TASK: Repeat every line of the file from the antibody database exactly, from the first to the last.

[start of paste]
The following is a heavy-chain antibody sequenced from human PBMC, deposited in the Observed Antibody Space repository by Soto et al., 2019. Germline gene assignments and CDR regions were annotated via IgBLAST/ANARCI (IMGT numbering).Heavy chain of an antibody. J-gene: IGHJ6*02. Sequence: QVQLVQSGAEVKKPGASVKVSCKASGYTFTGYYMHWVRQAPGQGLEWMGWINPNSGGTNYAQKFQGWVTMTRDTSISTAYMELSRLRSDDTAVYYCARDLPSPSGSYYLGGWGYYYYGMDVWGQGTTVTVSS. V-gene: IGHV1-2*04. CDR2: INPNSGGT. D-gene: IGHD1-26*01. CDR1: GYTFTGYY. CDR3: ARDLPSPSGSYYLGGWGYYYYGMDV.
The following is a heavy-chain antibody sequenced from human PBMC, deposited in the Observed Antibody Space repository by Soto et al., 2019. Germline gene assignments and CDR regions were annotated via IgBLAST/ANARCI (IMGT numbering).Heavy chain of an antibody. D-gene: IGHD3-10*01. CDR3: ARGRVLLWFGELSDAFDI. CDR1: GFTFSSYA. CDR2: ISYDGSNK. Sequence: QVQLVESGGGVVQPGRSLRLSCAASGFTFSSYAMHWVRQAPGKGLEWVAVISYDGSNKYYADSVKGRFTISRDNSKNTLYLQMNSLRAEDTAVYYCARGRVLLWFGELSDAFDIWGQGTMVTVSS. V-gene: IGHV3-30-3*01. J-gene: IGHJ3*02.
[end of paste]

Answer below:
The following is a heavy-chain antibody sequenced from human PBMC, deposited in the Observed Antibody Space repository by Soto et al., 2019. Germline gene assignments and CDR regions were annotated via IgBLAST/ANARCI (IMGT numbering).Heavy chain of an antibody. J-gene: IGHJ6*02. Sequence: QVQLVQSGAEVKKPGASVKVSCKASGYTFTGYYMHWVRQAPGQGLEWMGWINPNSGGTNYAQKFQGWVTMTRDTSISTAYMELSRLRSDDTAVYYCARDLPSPSGSYYLGGWGYYYYGMDVWGQGTTVTVSS. V-gene: IGHV1-2*04. CDR2: INPNSGGT. D-gene: IGHD1-26*01. CDR1: GYTFTGYY. CDR3: ARDLPSPSGSYYLGGWGYYYYGMDV.
The following is a heavy-chain antibody sequenced from human PBMC, deposited in the Observed Antibody Space repository by Soto et al., 2019. Germline gene assignments and CDR regions were annotated via IgBLAST/ANARCI (IMGT numbering).Heavy chain of an antibody. D-gene: IGHD3-10*01. CDR3: ARGRVLLWFGELSDAFDI. CDR1: GFTFSSYA. CDR2: ISYDGSNK. Sequence: QVQLVESGGGVVQPGRSLRLSCAASGFTFSSYAMHWVRQAPGKGLEWVAVISYDGSNKYYADSVKGRFTISRDNSKNTLYLQMNSLRAEDTAVYYCARGRVLLWFGELSDAFDIWGQGTMVTVSS. V-gene: IGHV3-30-3*01. J-gene: IGHJ3*02.